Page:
Little Robot iii

September 1, 2009

On the way to the subway station I realized how beat up the little guy was.
His antenna was crooked and his joints would squeak, he was flaky with rust and his dim eyes would flicker on and off.

But his mind seemed as sharp as could be.

“Three dollars and twenty-two cents” he said in the quiet, careful voice of a shy child.

I had just pulled out a pocketful of change at the ticket kiosk and was amazed. Not only by the immediate prowess of the little robot’s mind, but by the fact that up until that moment, he hadn’t said a word.

As I was buying my ticket, he spoke up again.

“Can you buy a ticket for me, too?”

“But you are a robot. Robots do not need tickets to ride the train. Only humans do.”


I could not resist when he looked up at me with those big glass eyes.


At North Hollywood Station, I departed from my friends and said my goodbyes, and my little robot and I climbed into my father’s van, where my father apprehensively asked who the kid in the costume was.

“He is my robot. I found him at a thrift store.”

“Why does he look so sad?”

My little robot only stared blankly at the window, at his own reflection cast in the glass over the amassing clouds and the first raindrops
of spring.

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Little Robot ii

August 18, 2009

I found him at a second-hand store in Little Tokyo. I noticed him because he was the only thing in the toy section that looked up at me as I passed.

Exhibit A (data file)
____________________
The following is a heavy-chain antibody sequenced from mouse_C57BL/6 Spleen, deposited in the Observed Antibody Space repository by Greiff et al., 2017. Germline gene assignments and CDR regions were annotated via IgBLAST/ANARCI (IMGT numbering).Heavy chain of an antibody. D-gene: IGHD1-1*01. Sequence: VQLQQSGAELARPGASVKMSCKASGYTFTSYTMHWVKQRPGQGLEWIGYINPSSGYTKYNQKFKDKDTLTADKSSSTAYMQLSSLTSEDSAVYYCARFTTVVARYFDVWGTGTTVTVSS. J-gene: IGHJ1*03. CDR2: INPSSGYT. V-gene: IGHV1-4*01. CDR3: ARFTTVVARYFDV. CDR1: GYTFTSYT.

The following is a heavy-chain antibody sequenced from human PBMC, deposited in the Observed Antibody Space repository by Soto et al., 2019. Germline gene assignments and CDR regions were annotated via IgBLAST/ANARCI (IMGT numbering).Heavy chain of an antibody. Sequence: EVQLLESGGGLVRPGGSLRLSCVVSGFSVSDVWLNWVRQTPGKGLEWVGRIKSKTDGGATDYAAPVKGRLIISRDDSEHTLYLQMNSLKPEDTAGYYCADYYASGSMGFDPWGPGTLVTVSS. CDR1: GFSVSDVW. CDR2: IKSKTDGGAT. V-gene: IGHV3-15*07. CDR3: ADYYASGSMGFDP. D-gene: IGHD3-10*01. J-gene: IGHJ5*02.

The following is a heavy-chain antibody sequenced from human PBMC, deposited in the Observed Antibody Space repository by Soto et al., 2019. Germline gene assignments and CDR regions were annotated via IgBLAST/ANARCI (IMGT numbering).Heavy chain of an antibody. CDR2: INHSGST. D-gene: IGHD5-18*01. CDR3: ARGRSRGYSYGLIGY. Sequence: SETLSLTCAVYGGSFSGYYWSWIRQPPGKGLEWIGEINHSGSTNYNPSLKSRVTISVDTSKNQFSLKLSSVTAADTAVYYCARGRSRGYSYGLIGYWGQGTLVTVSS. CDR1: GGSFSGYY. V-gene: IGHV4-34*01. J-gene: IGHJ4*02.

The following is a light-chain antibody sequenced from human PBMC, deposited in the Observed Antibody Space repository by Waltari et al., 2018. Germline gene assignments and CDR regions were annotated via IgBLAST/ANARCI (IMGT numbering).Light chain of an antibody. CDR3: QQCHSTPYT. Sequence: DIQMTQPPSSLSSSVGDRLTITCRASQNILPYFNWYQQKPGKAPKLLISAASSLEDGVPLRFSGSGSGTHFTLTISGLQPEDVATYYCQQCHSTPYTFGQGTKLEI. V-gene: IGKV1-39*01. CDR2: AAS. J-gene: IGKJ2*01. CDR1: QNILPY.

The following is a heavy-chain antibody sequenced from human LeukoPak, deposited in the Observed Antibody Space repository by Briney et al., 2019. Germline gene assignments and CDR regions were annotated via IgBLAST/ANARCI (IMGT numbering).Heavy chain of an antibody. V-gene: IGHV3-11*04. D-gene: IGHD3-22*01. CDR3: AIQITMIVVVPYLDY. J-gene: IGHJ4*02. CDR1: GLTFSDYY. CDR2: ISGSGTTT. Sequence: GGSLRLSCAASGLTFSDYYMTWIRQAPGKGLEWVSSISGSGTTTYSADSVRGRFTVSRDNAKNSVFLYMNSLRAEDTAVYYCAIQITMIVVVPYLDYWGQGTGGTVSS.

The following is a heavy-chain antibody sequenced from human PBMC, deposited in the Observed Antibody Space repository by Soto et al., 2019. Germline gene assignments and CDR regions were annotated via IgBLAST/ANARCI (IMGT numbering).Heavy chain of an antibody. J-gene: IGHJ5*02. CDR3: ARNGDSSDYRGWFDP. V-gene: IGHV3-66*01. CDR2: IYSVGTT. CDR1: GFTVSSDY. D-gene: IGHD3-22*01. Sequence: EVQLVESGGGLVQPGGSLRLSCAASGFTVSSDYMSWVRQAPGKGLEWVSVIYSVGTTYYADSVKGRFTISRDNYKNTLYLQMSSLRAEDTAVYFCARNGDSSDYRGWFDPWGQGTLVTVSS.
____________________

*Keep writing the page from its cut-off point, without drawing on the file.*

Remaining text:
“Er… hello there…? ”

He said nothing. He only glared at me with his large LED eyes

“Have you lost your mother?” I said, thinking it was a small child in an elaborate but poorly-executed costume.

His big, squarish head went limp, and his eyes fell to the floor.

“You can’t lose what you never had”

I was very confused.


“I think you’ve got a lost kid in the back of the store” I told a clerk.

“No, no – that’s just a sad old robot.” He leaned in, “We just try to ignore him. He tends to bring the customers down.”

I turned around and saw his eyes peeking from behind a shelf of old National Geographic magazines.

“How much?” I asked.

“Heck, I’ll just give ‘im to you. I don’t even know how long he’s been sitting back there.”

I turned around and there he was, looking up at me in silence.

“Would you like to come home with me?”

He only nodded.

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Little Robot

June 16, 2009

At first, no one could figure out what made him so unhappy. He had been fine until that day, until the day a frown first appeared on his face and his metal skin lost it’s shine and his LED eyes shown a bit dimmer.

The robot’s owner checked his circuts – they were working fine – and scanned his files – they were fine as well.

The robot’s owner gave him the latest upgrades and all the newst parts.

But the frown on the little robot’s face would not fade…

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Sad Robot